I’m not a huge fan of restrictor plate racing and am one of those who tends to say, “Now the REAL season starts,” once the tour moves on to stop number two, which this year is Atlanta. Now I have a few simple statistics to back me up.
(NOTES: The other tracks in my “first 10” were Atlanta, Phoenix, Fontana/California and Richmond. This was based primarily on the 2017 and 2018 schedules. At one time both Darlington and Kansas were in the group and Atlanta and Texas were out, but things haven’t really changed that much over the years.)
Frank’s Loose Lug Nuts
This is appropriate of nothing in particular, but to me it’s a fun look into the past, especially with the level of complaints about the current NASCAR Monster/Cup schedule having too little variety. The 2018 schedule has six races on tracks of more than one mile in length, one on a track right at the one-mile “dividing” line, and three short-track events. All 10 are paved, of course.
That’s exactly how it was 10 years. A decade before that (1998), there were seven superspeedway (more than one mile) events and only two short tracks (and the one-mile track was Rockingham and not Phoenix). In 1988, there was one more short-track (North Wilkesboro) and only five “supers.”
In 1988, there was excitement here, not just weeds.
In 1978, the number of superspeedways was down to four, with the Riverside road course spicing up the mix, and in 1968, there was dirt (Remember dirt, boys and girls?). Fifty years ago, the first 10 races included two superspeedways, four paved short tracks, three dirt short tracks and the road course.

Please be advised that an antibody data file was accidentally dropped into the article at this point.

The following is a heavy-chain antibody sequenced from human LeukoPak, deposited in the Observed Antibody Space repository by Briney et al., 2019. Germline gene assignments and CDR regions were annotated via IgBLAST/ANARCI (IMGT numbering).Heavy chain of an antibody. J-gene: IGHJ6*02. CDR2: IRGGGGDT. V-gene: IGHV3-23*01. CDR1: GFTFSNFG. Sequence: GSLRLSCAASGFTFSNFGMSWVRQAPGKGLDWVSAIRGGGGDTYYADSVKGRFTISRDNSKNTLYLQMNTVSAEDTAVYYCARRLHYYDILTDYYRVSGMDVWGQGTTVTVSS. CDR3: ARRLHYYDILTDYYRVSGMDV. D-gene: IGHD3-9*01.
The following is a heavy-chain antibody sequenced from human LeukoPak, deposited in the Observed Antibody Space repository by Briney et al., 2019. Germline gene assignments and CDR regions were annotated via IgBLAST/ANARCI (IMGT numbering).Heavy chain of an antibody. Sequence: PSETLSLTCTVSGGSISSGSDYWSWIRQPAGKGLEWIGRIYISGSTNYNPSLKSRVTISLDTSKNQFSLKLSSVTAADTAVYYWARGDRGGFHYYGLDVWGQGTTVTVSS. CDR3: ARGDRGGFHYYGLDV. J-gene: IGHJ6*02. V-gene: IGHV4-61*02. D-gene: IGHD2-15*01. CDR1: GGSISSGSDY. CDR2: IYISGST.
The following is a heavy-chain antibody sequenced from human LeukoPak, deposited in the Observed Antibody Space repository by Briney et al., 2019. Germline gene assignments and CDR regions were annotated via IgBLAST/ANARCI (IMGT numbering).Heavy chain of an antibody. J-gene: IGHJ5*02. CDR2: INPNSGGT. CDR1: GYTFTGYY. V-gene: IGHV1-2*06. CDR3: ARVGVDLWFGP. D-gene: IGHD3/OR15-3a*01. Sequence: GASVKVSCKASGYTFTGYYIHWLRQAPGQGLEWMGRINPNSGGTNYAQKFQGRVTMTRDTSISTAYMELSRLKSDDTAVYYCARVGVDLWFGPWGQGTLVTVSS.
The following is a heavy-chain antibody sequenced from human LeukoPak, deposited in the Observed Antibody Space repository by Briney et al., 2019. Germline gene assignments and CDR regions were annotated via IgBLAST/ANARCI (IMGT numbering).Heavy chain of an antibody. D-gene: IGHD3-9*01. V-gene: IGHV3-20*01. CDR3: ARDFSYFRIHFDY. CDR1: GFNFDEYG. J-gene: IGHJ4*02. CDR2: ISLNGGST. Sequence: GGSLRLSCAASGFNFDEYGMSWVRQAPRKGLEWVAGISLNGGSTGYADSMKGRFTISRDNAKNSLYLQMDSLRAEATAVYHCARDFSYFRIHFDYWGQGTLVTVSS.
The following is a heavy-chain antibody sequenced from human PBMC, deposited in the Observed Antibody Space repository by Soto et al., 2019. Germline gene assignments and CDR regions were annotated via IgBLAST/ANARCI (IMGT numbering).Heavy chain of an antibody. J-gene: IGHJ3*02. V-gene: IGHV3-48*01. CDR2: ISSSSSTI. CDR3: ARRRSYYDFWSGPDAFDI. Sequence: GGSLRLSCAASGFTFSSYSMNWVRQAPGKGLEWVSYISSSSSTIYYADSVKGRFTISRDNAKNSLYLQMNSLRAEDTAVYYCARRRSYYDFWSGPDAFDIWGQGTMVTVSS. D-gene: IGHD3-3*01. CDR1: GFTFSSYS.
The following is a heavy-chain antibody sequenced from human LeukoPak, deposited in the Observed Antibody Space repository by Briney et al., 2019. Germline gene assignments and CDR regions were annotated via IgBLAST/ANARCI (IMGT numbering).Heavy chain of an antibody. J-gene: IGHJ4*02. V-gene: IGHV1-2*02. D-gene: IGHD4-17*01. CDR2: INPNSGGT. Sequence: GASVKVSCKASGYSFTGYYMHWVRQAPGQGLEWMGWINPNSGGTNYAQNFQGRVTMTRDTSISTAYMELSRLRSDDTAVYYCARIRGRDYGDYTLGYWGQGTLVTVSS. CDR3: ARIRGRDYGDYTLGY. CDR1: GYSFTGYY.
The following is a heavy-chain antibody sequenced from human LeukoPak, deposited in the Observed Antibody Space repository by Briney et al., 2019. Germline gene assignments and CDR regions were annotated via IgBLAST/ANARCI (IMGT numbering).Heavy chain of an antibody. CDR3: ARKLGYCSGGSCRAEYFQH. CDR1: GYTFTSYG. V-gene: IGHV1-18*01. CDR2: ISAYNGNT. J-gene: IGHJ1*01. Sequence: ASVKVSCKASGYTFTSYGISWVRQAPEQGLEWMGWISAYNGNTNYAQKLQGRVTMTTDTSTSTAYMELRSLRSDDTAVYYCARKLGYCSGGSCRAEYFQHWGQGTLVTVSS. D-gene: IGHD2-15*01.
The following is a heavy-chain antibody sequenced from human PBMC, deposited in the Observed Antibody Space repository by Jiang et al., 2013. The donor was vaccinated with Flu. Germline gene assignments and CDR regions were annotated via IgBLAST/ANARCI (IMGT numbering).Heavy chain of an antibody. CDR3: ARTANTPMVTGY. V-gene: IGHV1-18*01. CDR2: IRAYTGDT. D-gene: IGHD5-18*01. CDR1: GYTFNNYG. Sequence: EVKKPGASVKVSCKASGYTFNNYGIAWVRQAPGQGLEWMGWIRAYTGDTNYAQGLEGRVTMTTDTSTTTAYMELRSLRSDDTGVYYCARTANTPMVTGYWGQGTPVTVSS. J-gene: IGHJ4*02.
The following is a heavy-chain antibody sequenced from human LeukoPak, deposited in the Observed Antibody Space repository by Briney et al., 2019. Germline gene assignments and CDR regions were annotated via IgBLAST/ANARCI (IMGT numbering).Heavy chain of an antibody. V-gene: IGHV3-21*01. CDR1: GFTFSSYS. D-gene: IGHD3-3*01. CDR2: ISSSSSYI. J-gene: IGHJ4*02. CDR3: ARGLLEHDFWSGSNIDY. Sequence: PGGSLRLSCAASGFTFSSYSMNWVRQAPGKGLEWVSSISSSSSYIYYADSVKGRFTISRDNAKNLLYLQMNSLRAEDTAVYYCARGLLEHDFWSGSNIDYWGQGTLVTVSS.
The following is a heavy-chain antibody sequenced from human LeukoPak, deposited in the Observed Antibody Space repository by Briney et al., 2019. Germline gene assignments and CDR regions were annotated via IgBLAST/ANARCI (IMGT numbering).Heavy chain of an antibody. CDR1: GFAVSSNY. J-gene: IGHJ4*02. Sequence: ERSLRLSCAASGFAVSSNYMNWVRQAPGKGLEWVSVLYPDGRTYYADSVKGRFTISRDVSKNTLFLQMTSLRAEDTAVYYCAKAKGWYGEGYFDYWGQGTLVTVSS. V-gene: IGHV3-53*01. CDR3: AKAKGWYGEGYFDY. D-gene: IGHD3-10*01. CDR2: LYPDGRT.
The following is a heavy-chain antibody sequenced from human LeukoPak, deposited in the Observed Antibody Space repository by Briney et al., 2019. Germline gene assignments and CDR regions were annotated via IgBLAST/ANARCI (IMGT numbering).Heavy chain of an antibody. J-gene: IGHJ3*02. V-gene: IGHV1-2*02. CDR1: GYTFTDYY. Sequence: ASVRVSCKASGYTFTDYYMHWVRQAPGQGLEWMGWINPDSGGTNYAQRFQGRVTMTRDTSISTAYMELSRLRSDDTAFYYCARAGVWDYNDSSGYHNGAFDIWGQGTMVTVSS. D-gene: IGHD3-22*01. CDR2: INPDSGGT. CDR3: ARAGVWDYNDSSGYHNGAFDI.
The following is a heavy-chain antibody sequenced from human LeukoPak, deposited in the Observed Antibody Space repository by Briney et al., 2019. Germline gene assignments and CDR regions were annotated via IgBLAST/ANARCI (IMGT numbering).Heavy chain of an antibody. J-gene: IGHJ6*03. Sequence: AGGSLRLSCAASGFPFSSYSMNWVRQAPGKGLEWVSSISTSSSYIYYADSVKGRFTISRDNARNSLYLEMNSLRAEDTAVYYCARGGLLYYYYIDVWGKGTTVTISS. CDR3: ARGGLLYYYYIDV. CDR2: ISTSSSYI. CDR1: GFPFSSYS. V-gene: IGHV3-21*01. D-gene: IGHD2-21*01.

If you want Mr. Peabody to really put the Way-Back Machine to the test, try the first 10 races of the 1958 season:
- 1 mixed surface superspeedway (Daytona’s beach-road course)
- 1 race on a 1-mile dirt track (Lakewood Speedway in Atlanta)
- 5 dirt short tracks
- 3 paved short-track races, all on the same track (say WHAT?)
(Folks, in those days, Big Bill scheduled ‘em as he saw fit. Champion Speedway, a one-third mile track in Fayetteville, N.C., ran a 1958 season race in November 1957, then another in March 1958 and yet a third in April 1958. Three of the season’s first seven races were on the same little track, which also ran a 1959 season event in November 1958. It never appeared on the Grand National Schedule after that.)
Courtesy of TMC Chase, here’s an ad for the last of Champion Speedway’s three Grand National races at the beginning of the 1958 NASCAR season.
Of course, those 10 1958 events paid out a TOTAL of about $50,000 in prize money, far less than this year’s last-place finisher received (although NASCAR has decreed that we’re not supposed to know those things), but I’d give up some money and a lot of sophistication to see a little of the old mixed in with the slick-but-often-boring new.
Incidentally, while looking for info for this article, I came across a NASCAR ad for the 1954 season, listing all the weekly tracks with NASCAR sanction and the upcoming Grand National and Short Track Division races. It also included the five-race schedule for NASCAR Midgets, including two races at the former Old Dominion Speedway in Manassas, Va., one in Richmond, and one at the aforementioned Champion Speedway in Fayetteville. Optimistically, it noted that “more races” were to be added.
From what I can gather (thanks, Dave Fulton, for the Racers Reunion links), NASCAR stayed in the midget business for about a decade, although the last few years the “season” seemed to consist of events that were part of the area run-up to the Daytona 500. In any event, this seems just another of those less-successful chapters that don’t merit mention in any of the current NASCAR histories.